NY POST - Dean Johnson, a legendary promoter of gay parties in downtown Manhattan, was found dead in Washington, D.C., last week and pals fear he was murdered. Lower East Side photographer John Penley told Page Six that e-mails from Johnson's computer reveal he'd been going to D.C. regularly "to set up weird sex parties for a wealthy Saudi guy. Nobody knows his identity, but it's all very suspicious." Dean, who had a history of drug use, had no ID on him when his body was discovered, and stayed in the morgue for several days before he was identified. His death in under investigation. Johnson, 45, promoted the weekly "Rock 'n' Roll Fag Party" at the old CBGB. "There probably isn't a single gay in the entire city who hasn't been to one of Dean's parties," Penley said. Dean, with his shaved head and 6-foot-6 frame, also fronted rock bands and starred in porn flicks. . .

WONKETTE - Asks "Did a wealthy Saudi sex fiend kill Johnson?" That's a good question. Here's another one we'd like answered: Who went to these gay sex orgies in D.C. hosted by "a wealthy Saudi guy"? Where exactly on Massachusetts Ave. NW were they held? And which members of the Bush Administration and the Senate/House minority leadership can tell us more?

FROM HARPER'S INDEX: "Number of escort services and McDonald's restaurants, respectively, in Washington, D.C.: 26, 23"


WORST IDEA OF THE WEEK [NEXT TO THE TOWER OF INVINCIBILITY] - If Metro wants to find new ways to raise revenue through advertising, perhaps it should look west . . . and on the ground. A company in the Los Angeles area has found that there's a lot of money to be made in the stripes in parking lots. In several shopping center parking lots, a company called Parking Stripe Advertising has replaced those old-fashioned, space-wasting white stripes with markings carrying a message about an upcoming television program. - STEVE ELDRIDGE, DC EXAMINER

AP - D.C. residents were supposed to be allotted half the skilled-labor hours needed to build the new Washington Nationals stadium. But numbers from the D.C. Sports and Entertainment Commission show residents have only worked about one-third of the total hours so far. An agreement between the city government and labor unions also calls for stadium contractors to give district residents 100 percent of the lower-paid apprentice work. So far, 91 percent of that work has gone to city residents.



Neal Albert's investment condo is in the Columbia Hospital project directly across 24th Street from the West End Library -- not 1/4 mile away. - Ann Loikow


The Fall issue of Beltway Poetry Quarterly is now online--and what a terrific issue it is! "The Evolving City" is an anthology of 36 poems that address the multiplicity of ways that cities change over time.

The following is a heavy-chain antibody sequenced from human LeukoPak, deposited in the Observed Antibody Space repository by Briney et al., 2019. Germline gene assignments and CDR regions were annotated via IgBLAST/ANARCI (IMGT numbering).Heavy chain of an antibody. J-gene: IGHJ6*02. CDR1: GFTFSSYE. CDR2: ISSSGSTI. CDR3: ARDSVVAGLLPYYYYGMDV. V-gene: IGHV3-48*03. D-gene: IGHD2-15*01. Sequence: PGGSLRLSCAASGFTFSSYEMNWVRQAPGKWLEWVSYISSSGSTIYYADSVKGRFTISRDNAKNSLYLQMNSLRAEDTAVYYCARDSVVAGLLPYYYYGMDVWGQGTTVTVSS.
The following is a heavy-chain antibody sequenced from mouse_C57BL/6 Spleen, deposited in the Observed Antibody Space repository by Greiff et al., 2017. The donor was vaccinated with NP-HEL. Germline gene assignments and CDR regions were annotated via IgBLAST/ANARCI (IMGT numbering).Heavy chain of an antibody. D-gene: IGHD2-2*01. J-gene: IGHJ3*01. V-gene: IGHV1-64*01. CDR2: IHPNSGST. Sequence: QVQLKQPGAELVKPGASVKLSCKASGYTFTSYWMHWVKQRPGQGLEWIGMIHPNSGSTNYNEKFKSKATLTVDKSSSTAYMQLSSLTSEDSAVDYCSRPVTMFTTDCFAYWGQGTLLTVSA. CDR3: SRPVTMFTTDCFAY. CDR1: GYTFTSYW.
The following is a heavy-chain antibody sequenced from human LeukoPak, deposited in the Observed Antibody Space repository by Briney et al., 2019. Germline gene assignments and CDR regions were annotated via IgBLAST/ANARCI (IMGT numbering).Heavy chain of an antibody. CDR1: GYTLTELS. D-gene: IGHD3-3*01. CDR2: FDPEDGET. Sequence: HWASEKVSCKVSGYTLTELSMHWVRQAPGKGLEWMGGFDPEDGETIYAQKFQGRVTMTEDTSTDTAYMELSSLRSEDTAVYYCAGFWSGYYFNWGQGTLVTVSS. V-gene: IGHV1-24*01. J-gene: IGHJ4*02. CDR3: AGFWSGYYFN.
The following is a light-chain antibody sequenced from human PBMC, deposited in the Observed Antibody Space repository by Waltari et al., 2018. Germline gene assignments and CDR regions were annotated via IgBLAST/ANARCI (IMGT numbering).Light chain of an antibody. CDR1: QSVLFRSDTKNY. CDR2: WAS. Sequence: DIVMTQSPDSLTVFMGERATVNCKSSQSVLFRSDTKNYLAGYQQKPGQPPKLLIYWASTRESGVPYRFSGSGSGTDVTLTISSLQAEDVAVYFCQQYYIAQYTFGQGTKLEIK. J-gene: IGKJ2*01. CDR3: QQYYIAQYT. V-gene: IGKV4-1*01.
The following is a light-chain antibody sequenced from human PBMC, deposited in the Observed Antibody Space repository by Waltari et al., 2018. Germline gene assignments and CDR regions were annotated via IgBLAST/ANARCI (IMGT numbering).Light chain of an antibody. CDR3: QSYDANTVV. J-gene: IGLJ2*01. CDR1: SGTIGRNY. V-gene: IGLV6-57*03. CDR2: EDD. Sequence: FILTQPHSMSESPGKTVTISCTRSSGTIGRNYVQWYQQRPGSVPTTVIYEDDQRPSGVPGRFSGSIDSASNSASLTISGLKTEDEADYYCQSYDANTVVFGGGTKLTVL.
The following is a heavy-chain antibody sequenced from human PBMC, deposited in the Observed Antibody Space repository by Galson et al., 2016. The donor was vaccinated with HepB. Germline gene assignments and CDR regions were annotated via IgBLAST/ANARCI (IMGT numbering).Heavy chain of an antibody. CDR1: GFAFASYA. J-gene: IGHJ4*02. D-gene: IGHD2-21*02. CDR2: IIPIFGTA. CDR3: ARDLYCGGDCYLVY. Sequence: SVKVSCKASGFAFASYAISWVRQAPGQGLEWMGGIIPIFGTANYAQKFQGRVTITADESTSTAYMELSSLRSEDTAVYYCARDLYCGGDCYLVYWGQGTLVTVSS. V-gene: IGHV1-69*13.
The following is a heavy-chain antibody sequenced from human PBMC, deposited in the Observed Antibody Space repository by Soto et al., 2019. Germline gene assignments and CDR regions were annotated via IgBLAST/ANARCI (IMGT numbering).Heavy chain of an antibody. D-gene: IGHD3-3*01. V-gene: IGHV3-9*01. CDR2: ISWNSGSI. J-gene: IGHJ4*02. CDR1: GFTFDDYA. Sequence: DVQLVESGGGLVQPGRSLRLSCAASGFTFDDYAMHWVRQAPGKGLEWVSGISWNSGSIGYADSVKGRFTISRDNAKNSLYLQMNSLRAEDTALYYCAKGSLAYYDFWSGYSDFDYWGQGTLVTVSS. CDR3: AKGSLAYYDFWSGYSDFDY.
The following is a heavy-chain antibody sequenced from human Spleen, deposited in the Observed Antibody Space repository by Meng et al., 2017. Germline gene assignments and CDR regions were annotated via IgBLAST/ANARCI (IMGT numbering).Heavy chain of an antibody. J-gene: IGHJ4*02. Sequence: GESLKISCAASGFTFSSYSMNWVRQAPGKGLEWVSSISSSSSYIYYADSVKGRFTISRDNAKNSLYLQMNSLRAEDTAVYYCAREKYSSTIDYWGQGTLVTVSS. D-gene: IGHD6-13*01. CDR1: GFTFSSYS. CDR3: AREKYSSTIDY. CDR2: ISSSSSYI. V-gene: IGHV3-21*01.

The Corcoran Gallery is named after the Washington banker William W. Corcoran. In Washington History, Holly Tank wrote, "During his life, he had made several individual attempts to help free slaves, and, as part of his militia duties, he had willingly helped subdue a mob of race rioters near Fort Washington and the Navy Yard in August 1835. He had even freed his own slaves in 1856, seven
years before the Emancipation Proclamation. Nevertheless, Corcoran was, like many Washingtonians, a Southern sympathizer and a supporter of states' rights. 'What is to become of us?' he asked in a letter written shortly after Fort Sumter. 'The South should have her rights in peace.'

Making Corcoran even more suspect was his daughter's 1859 marriage to George Eustis, a young Congressman from Louisiana and later secretary to the Confederate commissioner to France, John Slidell. Corcoran also continued to handle the financial affairs of several leaders of the Confederacy, including Jefferson Davis, and socialized with other Southern sympathizers. Winfield Scott, the Union's commanding general until October 1861, witnessed passionate outbursts at the Corcoran dinner table about Lincoln and the future of the country. A frequent dinner and house guest, President James Buchanan fell out of favor when he failed to accede to Southern demands in the last days of his term, and Corco ran never spoke to him again. . . He left America on October 8,
1862, ostensibly to visit his daughter, and did not return until 1865."



LAURA MCKENZIE, GEORGETOWN HOYA - Busboys and Poets is a crowning example of the District's thriving spoken word and poetry scene. Named in honor of Hughes, the bookstore/restaurant is at the center of a poetic culture invigorated by politics and race. At open-mike nights each Tuesday, a wide range of performers show up to read their mostly original poetry and essays - this week, participants included middle-aged men in suits, a teenage boys wearing an Allen Iverson jerseys, and a young woman donning a shaved head and a miniskirt. . .

A monthly poetry council brings together leading poets from different sections of D.C., focusing more on traditional styles of poetry and less on spoken word. Still, the Tuesday night open mike is the heart of the operation. Portraits of the Dalai Lama, Mahatma Gandhi and Martin Luther King Jr. preside over the stage in the Langston Room, and underneath the portraits are written the words "waiting, wishing, dreaming." Over the course of the evening, 17 poets and one featured artist perform, each reading two pieces.



In his inaugural address, William Henry Harrison says, "The people of the District of Columbia are not the subjects of the people of the States, but free American citizens. . . . The legislation of Congress should be adapted to their peculiar position and wants and be conformable with their deliberate opinions of their own interests."